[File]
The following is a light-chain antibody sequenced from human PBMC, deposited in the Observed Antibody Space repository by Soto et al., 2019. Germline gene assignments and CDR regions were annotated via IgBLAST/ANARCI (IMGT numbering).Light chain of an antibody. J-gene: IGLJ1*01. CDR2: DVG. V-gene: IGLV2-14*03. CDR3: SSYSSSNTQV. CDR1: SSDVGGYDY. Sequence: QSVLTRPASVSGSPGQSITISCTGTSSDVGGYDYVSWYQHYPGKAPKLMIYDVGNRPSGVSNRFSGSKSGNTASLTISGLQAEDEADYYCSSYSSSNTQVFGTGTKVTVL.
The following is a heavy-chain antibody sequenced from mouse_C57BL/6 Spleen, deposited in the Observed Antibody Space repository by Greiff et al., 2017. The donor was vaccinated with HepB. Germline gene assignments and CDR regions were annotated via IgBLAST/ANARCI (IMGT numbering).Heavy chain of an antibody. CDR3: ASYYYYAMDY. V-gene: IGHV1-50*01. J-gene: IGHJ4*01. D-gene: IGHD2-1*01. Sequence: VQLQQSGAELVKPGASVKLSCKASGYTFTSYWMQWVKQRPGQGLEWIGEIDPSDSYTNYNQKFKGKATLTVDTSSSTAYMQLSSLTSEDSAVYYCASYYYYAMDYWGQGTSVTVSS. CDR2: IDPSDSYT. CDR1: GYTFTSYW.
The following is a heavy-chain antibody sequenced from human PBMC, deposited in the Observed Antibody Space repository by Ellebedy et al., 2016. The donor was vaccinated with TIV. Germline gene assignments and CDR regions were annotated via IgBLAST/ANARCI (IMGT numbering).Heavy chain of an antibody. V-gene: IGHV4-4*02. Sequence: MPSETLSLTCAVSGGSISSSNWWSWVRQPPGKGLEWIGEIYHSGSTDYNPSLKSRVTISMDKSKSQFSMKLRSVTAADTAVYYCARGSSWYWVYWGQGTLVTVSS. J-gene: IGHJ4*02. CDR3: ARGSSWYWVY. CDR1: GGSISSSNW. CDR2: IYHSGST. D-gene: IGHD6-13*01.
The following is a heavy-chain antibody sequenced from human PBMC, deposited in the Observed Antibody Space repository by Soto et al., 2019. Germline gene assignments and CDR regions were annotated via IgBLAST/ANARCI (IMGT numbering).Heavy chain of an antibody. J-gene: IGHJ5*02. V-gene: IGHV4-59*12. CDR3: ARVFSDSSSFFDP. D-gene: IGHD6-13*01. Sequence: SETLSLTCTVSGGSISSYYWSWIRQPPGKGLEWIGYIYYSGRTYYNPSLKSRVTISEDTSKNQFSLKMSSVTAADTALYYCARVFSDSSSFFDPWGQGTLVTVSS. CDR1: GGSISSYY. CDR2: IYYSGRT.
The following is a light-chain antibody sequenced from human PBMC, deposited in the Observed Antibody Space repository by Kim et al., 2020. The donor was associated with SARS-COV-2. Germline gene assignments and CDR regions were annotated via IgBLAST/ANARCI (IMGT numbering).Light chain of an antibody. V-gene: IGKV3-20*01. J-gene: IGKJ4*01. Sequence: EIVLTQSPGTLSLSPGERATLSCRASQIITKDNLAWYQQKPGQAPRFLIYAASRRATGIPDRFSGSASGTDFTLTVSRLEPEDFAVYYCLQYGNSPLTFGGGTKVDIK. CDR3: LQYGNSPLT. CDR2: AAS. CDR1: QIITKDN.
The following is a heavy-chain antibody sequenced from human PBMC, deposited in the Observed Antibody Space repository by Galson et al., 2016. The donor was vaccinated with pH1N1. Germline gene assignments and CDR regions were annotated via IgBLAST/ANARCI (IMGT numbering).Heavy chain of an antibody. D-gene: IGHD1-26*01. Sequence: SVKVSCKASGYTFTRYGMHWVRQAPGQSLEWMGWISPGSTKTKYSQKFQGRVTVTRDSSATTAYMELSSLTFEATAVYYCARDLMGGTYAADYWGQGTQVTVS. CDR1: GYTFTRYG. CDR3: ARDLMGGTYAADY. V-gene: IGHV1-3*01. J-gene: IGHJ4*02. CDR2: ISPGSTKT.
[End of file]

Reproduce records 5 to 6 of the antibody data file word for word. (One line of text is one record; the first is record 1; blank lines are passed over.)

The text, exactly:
The following is a light-chain antibody sequenced from human PBMC, deposited in the Observed Antibody Space repository by Kim et al., 2020. The donor was associated with SARS-COV-2. Germline gene assignments and CDR regions were annotated via IgBLAST/ANARCI (IMGT numbering).Light chain of an antibody. V-gene: IGKV3-20*01. J-gene: IGKJ4*01. Sequence: EIVLTQSPGTLSLSPGERATLSCRASQIITKDNLAWYQQKPGQAPRFLIYAASRRATGIPDRFSGSASGTDFTLTVSRLEPEDFAVYYCLQYGNSPLTFGGGTKVDIK. CDR3: LQYGNSPLT. CDR2: AAS. CDR1: QIITKDN.
The following is a heavy-chain antibody sequenced from human PBMC, deposited in the Observed Antibody Space repository by Galson et al., 2016. The donor was vaccinated with pH1N1. Germline gene assignments and CDR regions were annotated via IgBLAST/ANARCI (IMGT numbering).Heavy chain of an antibody. D-gene: IGHD1-26*01. Sequence: SVKVSCKASGYTFTRYGMHWVRQAPGQSLEWMGWISPGSTKTKYSQKFQGRVTVTRDSSATTAYMELSSLTFEATAVYYCARDLMGGTYAADYWGQGTQVTVS. CDR1: GYTFTRYG. CDR3: ARDLMGGTYAADY. V-gene: IGHV1-3*01. J-gene: IGHJ4*02. CDR2: ISPGSTKT.